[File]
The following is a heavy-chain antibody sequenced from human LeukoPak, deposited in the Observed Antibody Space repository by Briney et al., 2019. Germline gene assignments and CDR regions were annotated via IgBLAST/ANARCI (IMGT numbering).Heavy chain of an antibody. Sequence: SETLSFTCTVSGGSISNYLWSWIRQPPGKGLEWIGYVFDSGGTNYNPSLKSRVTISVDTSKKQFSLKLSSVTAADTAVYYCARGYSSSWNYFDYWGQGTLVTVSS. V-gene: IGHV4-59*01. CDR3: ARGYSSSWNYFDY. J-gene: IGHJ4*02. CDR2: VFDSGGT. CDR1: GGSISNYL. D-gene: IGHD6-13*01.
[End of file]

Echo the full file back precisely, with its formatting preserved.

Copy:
The following is a heavy-chain antibody sequenced from human LeukoPak, deposited in the Observed Antibody Space repository by Briney et al., 2019. Germline gene assignments and CDR regions were annotated via IgBLAST/ANARCI (IMGT numbering).Heavy chain of an antibody. Sequence: SETLSFTCTVSGGSISNYLWSWIRQPPGKGLEWIGYVFDSGGTNYNPSLKSRVTISVDTSKKQFSLKLSSVTAADTAVYYCARGYSSSWNYFDYWGQGTLVTVSS. V-gene: IGHV4-59*01. CDR3: ARGYSSSWNYFDY. J-gene: IGHJ4*02. CDR2: VFDSGGT. CDR1: GGSISNYL. D-gene: IGHD6-13*01.